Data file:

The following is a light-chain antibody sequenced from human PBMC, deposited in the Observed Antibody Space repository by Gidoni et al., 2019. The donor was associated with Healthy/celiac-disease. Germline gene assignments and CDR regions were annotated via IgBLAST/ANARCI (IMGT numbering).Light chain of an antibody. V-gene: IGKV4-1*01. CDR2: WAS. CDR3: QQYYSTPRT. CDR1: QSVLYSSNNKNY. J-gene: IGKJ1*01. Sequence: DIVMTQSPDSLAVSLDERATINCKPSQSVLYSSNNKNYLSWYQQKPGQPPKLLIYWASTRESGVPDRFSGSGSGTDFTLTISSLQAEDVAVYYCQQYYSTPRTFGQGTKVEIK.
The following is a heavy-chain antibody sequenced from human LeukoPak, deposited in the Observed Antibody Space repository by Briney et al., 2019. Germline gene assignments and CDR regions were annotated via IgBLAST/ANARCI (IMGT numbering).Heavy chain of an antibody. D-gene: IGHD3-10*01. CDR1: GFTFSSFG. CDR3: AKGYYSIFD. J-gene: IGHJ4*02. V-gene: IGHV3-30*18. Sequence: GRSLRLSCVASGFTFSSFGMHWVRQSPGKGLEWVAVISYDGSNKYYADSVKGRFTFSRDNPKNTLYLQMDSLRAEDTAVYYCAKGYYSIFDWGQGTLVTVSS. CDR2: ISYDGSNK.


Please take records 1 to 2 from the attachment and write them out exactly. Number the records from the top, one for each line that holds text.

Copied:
The following is a light-chain antibody sequenced from human PBMC, deposited in the Observed Antibody Space repository by Gidoni et al., 2019. The donor was associated with Healthy/celiac-disease. Germline gene assignments and CDR regions were annotated via IgBLAST/ANARCI (IMGT numbering).Light chain of an antibody. V-gene: IGKV4-1*01. CDR2: WAS. CDR3: QQYYSTPRT. CDR1: QSVLYSSNNKNY. J-gene: IGKJ1*01. Sequence: DIVMTQSPDSLAVSLDERATINCKPSQSVLYSSNNKNYLSWYQQKPGQPPKLLIYWASTRESGVPDRFSGSGSGTDFTLTISSLQAEDVAVYYCQQYYSTPRTFGQGTKVEIK.
The following is a heavy-chain antibody sequenced from human LeukoPak, deposited in the Observed Antibody Space repository by Briney et al., 2019. Germline gene assignments and CDR regions were annotated via IgBLAST/ANARCI (IMGT numbering).Heavy chain of an antibody. D-gene: IGHD3-10*01. CDR1: GFTFSSFG. CDR3: AKGYYSIFD. J-gene: IGHJ4*02. V-gene: IGHV3-30*18. Sequence: GRSLRLSCVASGFTFSSFGMHWVRQSPGKGLEWVAVISYDGSNKYYADSVKGRFTFSRDNPKNTLYLQMDSLRAEDTAVYYCAKGYYSIFDWGQGTLVTVSS. CDR2: ISYDGSNK.